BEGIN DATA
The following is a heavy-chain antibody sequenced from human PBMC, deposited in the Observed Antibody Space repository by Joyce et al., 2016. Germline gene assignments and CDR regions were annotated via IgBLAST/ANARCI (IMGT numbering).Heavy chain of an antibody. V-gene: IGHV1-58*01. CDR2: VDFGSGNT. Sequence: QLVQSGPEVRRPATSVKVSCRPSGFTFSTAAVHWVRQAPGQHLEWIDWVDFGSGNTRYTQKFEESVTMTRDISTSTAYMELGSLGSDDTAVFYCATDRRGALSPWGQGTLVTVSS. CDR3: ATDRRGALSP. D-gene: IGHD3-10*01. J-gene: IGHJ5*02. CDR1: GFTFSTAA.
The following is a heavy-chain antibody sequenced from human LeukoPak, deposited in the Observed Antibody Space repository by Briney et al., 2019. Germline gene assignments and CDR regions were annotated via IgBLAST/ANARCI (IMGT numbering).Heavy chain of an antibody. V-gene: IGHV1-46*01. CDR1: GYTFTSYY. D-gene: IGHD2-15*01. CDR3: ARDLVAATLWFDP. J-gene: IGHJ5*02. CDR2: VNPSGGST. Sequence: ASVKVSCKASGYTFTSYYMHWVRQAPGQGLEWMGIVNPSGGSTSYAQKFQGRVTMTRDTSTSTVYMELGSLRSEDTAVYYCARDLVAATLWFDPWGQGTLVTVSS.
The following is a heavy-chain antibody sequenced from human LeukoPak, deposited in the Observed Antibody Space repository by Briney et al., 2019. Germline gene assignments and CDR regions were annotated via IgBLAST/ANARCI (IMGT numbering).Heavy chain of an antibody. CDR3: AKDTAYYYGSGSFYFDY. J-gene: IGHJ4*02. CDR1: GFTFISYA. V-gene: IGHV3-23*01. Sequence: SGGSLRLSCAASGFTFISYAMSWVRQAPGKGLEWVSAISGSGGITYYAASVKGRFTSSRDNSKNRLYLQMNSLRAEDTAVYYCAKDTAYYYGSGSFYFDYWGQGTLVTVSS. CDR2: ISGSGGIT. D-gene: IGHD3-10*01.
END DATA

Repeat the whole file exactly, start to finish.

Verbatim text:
The following is a heavy-chain antibody sequenced from human PBMC, deposited in the Observed Antibody Space repository by Joyce et al., 2016. Germline gene assignments and CDR regions were annotated via IgBLAST/ANARCI (IMGT numbering).Heavy chain of an antibody. V-gene: IGHV1-58*01. CDR2: VDFGSGNT. Sequence: QLVQSGPEVRRPATSVKVSCRPSGFTFSTAAVHWVRQAPGQHLEWIDWVDFGSGNTRYTQKFEESVTMTRDISTSTAYMELGSLGSDDTAVFYCATDRRGALSPWGQGTLVTVSS. CDR3: ATDRRGALSP. D-gene: IGHD3-10*01. J-gene: IGHJ5*02. CDR1: GFTFSTAA.
The following is a heavy-chain antibody sequenced from human LeukoPak, deposited in the Observed Antibody Space repository by Briney et al., 2019. Germline gene assignments and CDR regions were annotated via IgBLAST/ANARCI (IMGT numbering).Heavy chain of an antibody. V-gene: IGHV1-46*01. CDR1: GYTFTSYY. D-gene: IGHD2-15*01. CDR3: ARDLVAATLWFDP. J-gene: IGHJ5*02. CDR2: VNPSGGST. Sequence: ASVKVSCKASGYTFTSYYMHWVRQAPGQGLEWMGIVNPSGGSTSYAQKFQGRVTMTRDTSTSTVYMELGSLRSEDTAVYYCARDLVAATLWFDPWGQGTLVTVSS.
The following is a heavy-chain antibody sequenced from human LeukoPak, deposited in the Observed Antibody Space repository by Briney et al., 2019. Germline gene assignments and CDR regions were annotated via IgBLAST/ANARCI (IMGT numbering).Heavy chain of an antibody. CDR3: AKDTAYYYGSGSFYFDY. J-gene: IGHJ4*02. CDR1: GFTFISYA. V-gene: IGHV3-23*01. Sequence: SGGSLRLSCAASGFTFISYAMSWVRQAPGKGLEWVSAISGSGGITYYAASVKGRFTSSRDNSKNRLYLQMNSLRAEDTAVYYCAKDTAYYYGSGSFYFDYWGQGTLVTVSS. CDR2: ISGSGGIT. D-gene: IGHD3-10*01.